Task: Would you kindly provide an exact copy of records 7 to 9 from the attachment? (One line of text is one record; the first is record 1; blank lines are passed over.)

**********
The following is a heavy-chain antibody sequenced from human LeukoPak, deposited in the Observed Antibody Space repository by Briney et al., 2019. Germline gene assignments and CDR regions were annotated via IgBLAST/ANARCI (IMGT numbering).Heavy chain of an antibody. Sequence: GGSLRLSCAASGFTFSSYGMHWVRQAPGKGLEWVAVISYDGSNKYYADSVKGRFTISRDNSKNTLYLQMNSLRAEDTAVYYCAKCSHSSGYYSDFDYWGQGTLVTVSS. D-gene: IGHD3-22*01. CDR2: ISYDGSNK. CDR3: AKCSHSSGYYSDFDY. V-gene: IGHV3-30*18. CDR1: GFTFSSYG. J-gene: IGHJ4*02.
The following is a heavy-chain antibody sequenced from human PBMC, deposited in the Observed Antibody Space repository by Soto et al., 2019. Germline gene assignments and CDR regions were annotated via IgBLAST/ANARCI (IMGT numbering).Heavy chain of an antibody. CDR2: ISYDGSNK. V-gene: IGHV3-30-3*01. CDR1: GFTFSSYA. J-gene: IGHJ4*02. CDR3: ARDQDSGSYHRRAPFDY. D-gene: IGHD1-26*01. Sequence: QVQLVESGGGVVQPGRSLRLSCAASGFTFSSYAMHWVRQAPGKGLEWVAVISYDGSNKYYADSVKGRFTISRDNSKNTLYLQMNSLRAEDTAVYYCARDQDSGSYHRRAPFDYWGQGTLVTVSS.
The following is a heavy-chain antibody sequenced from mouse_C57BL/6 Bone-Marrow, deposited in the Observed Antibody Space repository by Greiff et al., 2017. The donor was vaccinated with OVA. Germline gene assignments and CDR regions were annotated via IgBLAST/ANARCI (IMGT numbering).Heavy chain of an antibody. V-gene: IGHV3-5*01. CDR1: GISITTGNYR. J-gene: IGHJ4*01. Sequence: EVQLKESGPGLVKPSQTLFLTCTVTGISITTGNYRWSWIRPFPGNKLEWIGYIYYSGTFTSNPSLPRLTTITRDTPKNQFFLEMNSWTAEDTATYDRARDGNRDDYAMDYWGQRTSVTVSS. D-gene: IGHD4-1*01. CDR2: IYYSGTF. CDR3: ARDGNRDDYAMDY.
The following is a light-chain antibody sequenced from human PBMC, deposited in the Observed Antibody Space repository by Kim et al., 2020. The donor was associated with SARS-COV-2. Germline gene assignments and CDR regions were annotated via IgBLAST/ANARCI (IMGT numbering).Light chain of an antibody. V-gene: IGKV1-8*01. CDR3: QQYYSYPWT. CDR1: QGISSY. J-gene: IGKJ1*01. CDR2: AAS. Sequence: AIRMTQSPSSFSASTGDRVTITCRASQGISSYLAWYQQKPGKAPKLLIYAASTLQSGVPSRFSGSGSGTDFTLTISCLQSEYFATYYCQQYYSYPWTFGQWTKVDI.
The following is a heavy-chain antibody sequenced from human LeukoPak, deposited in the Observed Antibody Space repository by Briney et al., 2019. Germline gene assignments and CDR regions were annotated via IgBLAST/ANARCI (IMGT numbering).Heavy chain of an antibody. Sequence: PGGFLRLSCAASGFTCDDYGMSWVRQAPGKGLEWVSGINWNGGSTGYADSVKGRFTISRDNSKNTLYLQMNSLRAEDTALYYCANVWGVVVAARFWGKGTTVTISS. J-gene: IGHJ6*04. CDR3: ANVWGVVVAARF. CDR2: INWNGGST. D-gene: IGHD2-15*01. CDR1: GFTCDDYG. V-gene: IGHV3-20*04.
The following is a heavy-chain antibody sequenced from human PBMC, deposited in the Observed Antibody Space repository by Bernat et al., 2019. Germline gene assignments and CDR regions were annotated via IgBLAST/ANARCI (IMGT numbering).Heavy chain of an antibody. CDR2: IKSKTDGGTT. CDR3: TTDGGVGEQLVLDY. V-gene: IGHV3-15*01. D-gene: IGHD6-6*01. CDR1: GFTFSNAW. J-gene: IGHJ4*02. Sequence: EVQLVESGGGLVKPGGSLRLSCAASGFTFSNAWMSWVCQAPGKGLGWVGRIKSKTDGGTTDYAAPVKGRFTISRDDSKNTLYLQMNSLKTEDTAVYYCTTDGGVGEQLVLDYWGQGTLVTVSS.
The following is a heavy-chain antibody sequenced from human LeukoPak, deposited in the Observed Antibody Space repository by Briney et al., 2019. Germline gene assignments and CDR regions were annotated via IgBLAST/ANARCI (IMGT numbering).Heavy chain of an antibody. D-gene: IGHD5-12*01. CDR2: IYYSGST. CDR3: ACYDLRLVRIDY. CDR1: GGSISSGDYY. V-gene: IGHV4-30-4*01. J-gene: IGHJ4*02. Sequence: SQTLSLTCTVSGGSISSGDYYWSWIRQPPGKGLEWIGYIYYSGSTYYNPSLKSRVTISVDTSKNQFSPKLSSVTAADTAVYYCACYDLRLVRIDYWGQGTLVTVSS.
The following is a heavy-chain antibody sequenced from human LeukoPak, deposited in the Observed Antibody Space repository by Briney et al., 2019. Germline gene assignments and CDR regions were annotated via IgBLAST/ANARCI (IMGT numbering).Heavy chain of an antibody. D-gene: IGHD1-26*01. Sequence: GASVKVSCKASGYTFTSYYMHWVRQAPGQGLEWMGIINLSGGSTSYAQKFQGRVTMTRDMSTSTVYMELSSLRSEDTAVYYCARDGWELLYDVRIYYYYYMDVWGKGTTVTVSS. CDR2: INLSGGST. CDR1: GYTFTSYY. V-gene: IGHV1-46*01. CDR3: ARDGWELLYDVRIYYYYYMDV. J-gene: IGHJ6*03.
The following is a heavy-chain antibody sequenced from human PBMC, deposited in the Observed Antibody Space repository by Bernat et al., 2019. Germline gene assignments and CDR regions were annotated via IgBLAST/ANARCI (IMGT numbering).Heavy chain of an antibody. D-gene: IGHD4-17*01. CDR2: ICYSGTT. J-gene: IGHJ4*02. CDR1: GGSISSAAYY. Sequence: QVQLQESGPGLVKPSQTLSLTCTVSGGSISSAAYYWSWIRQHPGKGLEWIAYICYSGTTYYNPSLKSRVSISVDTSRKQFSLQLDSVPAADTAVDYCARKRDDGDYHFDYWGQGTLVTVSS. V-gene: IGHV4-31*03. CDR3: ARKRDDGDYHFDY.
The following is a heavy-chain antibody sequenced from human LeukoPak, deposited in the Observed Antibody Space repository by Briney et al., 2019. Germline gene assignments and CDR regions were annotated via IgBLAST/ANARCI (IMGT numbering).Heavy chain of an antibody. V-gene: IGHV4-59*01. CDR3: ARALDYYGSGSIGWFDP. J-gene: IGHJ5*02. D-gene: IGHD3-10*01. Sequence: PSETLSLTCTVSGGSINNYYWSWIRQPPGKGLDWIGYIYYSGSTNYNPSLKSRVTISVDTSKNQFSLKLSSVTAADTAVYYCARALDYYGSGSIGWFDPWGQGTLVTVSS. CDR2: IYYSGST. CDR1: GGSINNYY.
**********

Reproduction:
The following is a heavy-chain antibody sequenced from human LeukoPak, deposited in the Observed Antibody Space repository by Briney et al., 2019. Germline gene assignments and CDR regions were annotated via IgBLAST/ANARCI (IMGT numbering).Heavy chain of an antibody. D-gene: IGHD5-12*01. CDR2: IYYSGST. CDR3: ACYDLRLVRIDY. CDR1: GGSISSGDYY. V-gene: IGHV4-30-4*01. J-gene: IGHJ4*02. Sequence: SQTLSLTCTVSGGSISSGDYYWSWIRQPPGKGLEWIGYIYYSGSTYYNPSLKSRVTISVDTSKNQFSPKLSSVTAADTAVYYCACYDLRLVRIDYWGQGTLVTVSS.
The following is a heavy-chain antibody sequenced from human LeukoPak, deposited in the Observed Antibody Space repository by Briney et al., 2019. Germline gene assignments and CDR regions were annotated via IgBLAST/ANARCI (IMGT numbering).Heavy chain of an antibody. D-gene: IGHD1-26*01. Sequence: GASVKVSCKASGYTFTSYYMHWVRQAPGQGLEWMGIINLSGGSTSYAQKFQGRVTMTRDMSTSTVYMELSSLRSEDTAVYYCARDGWELLYDVRIYYYYYMDVWGKGTTVTVSS. CDR2: INLSGGST. CDR1: GYTFTSYY. V-gene: IGHV1-46*01. CDR3: ARDGWELLYDVRIYYYYYMDV. J-gene: IGHJ6*03.
The following is a heavy-chain antibody sequenced from human PBMC, deposited in the Observed Antibody Space repository by Bernat et al., 2019. Germline gene assignments and CDR regions were annotated via IgBLAST/ANARCI (IMGT numbering).Heavy chain of an antibody. D-gene: IGHD4-17*01. CDR2: ICYSGTT. J-gene: IGHJ4*02. CDR1: GGSISSAAYY. Sequence: QVQLQESGPGLVKPSQTLSLTCTVSGGSISSAAYYWSWIRQHPGKGLEWIAYICYSGTTYYNPSLKSRVSISVDTSRKQFSLQLDSVPAADTAVDYCARKRDDGDYHFDYWGQGTLVTVSS. V-gene: IGHV4-31*03. CDR3: ARKRDDGDYHFDY.